Muslim leader issues anti-terror fatwa

The leader of a global Muslim movement has issued a fatwa that calls an absolute condemnation of terror.

London: The leader of a global Muslim
movement on Tuesday issued a fatwa against acts of violence and
terror in the name of Islam, calling the perpetrators of
violence and their mentors as "heroes of hellfire".

Muhammad Tahir-ul-Qadri, a former Pakistani diplomat
who is the founder of formidable Minhaj-ul-Quran movement,
unreservedly condemned terrorist attacks and suicide bombers
and urged the Muslim world to take a firm stand against those
who bring Islam to disrepute.
"Terrorism is terrorism, violence is violence and it
has no place in Islamic teaching. Islam is a religion of
peace. It promotes goodwill, beauty, betterment, goodness and
negates all forms of mischief, strife and division," he said.

Delivering a lecture here, Qadri frequently referred
to the holy book of Quran, Companions of the Prophet, Hadith
and leading Muslim imams to prove his point that Islam did not
allow individuals and non-state groups to launch attacks on
civilians and opposition targets.

"Islam absolutely condemns violence and terrorism in
all its forms and manifestations and its our Islamic duty to
condemn acts of terrorism without any ifs or buts, without any
excuses, pretexts and selfish justifications.

Those who perpetrate violent attacks and target
humanity act outside of the ambit of Islam, they are the
enemies of Islam," he said.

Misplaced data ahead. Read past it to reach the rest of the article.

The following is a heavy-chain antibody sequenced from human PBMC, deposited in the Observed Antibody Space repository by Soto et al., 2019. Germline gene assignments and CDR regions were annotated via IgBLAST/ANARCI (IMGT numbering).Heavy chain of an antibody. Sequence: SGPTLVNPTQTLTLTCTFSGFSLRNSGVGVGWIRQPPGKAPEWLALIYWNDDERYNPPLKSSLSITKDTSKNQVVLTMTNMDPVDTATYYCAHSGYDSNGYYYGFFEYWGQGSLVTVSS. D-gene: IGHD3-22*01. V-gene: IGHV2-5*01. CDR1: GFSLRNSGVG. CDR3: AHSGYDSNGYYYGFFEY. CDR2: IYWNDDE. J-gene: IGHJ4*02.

Qadri was joined at the fatwa launch event by
government ministers Jim Fitzpatrick, Shahid Malik, Muhammad
Sarwar MP, Dominic Grieve MP, representatives of various
Muslims organisations, government departments and security
The 600-page `Fatwa on Suicide Bombings and Terrorism`
has been extracted from Qadri`s latest research work titled
`Dehshet Geri aur Fitna-e-Khawarij`, in a reference to those
rebels who had taken up arms against Imam Ali (AS).

The launch of the fatwa is being regarded by many
circles as a significant and historic step, the first time
that such an explicit and unequivocal decree against the
perpetrators of terror has been broadcast widely.

The fatwa is considered arguably the most
comprehensive theological refutation of Islamist terrorism as
demonstrated by Taliban, Al-Qaeda and their like-minded
sectarian groups.

To those who laud suicide bombers and praise their
acts, Qadri said they are in unison with "heroes of hellfire".

"They can`t claim that their suicide bombings are
martydorm operations and that they become the heroes of the
Muslim Umma.

"No, they indeed become heroes of hellfire, and they
are leading towards hellfire. Their actions have nothing to do
with Jihad," Qadri, who has a sizable following in Europe


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